Hispanic heritage spotlight: 6 thoughts on leadership from healthcare execs

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In honor of Hispanic Heritage Month, Becker's Hospital Review asked Hispanic leaders in the healthcare industry to share their insights on leadership.

Here are six healthcare leaders who offer words of celebration for their heritage and what it means to be a Hispanic healthcare leader:

Nancy Batista-Rodriguez. CEO of Baptist Outpatient Services of Baptist Health South Florida (Coral Gables): As the daughter of Cuban immigrants, the values of hard work and education have been instilled in me from a young age, shaping me as a person and as a leader. As a leader, I try to channel my parents' sacrifice by believing in others and investing in their success, just as my parents and other mentors have done for me. Healthcare allows me to do that by making a profound difference in the lives of others when they need it most. How we make that impact depends on effective leadership strategies that start with people. Fostering a value-driven organizational culture, resourceful employees who complement your strengths and building open collaborative relationships with your colleagues help maximize our work and purpose. If there's anything I've learned from my personal journey, it's that anything is possible with hard work and determination. You have to be passionate about what you do and inspire others to be their best.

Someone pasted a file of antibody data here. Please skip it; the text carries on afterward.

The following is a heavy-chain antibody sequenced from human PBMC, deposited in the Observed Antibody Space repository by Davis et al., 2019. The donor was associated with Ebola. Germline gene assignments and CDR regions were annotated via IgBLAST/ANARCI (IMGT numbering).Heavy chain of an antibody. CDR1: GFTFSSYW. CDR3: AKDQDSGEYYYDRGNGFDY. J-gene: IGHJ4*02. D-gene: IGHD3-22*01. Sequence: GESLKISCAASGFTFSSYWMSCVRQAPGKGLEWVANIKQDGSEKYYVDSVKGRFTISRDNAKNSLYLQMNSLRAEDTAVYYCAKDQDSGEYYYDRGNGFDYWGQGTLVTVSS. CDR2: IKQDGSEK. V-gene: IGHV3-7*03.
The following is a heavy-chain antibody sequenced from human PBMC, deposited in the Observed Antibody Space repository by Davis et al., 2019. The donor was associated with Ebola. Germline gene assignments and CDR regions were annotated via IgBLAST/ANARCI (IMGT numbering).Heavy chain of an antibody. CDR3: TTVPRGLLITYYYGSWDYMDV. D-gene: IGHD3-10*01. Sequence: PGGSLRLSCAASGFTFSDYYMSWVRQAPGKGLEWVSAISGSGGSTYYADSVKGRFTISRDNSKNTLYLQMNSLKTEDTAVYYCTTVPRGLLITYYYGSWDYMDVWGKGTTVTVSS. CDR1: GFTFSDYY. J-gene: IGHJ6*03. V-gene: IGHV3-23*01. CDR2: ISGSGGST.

Ruben Castro. COO of Las Palmas Medical Center (El Paso, Texas): I have always been inspired by those around me, and it is with immense pride that I may inspire others to pursue leadership roles in the future. I would not be where I am today if it had not been for my parents and their demonstration of perseverance and pride in who they are. We immigrated from Mexico and their expectations of me and my seven siblings were nothing short of high. They believed that with hard work, integrity and pride in the path we have chosen, we would all have a future. Because El Paso is a predominately Hispanic community, it is important that we as Hispanic leaders, model the way for our aspiring community members and show them anything is possible. With the support of my wife, my parents, my mentors, and a strong determination to make a difference in the communities I have served, I will continue to make a positive impact on healthcare and encourage others to follow suit.

Frank Hurtarte. Senior vice president of human resources at Oakland, Calif.-based Kaiser Permanente (Southern California and Hawaii Markets): With more than 20 years of experience as a human resources executive and strategic partner, I am proud to be one of the most senior Latinx leaders in the Southern California Market. I joined Kaiser Permanente in 1997 and progressively moved into leadership roles in Northern California, the Northwest Region and Southern California. I’m currently serving as the SVP of human resources for the Southern California and Hawaii Markets, where we employ over 74,000 employees of all diverse backgrounds. One reason I have stayed with Kaiser Permanente for 20 years is our mission and commitment to equity, inclusion, and diversity. At Kaiser Permanente, diversity is in our DNA and it is important that we have a workforce reflective of the communities we serve, from the front lines to the C-suite, as it builds trust and makes Kaiser Permanente a better place to receive care, a better partner in the community, and a better place to work. Our organization is committed to diversity and as I look around Kaiser Permanente, our workforce reflects the beauty of race, ethnicity, age, gender, religion, individuals with disabilities, sexual orientation, military experience and so many other representations all working towards our shared mission of providing high-quality, affordable health care and to improve the health of our members and the communities we serve.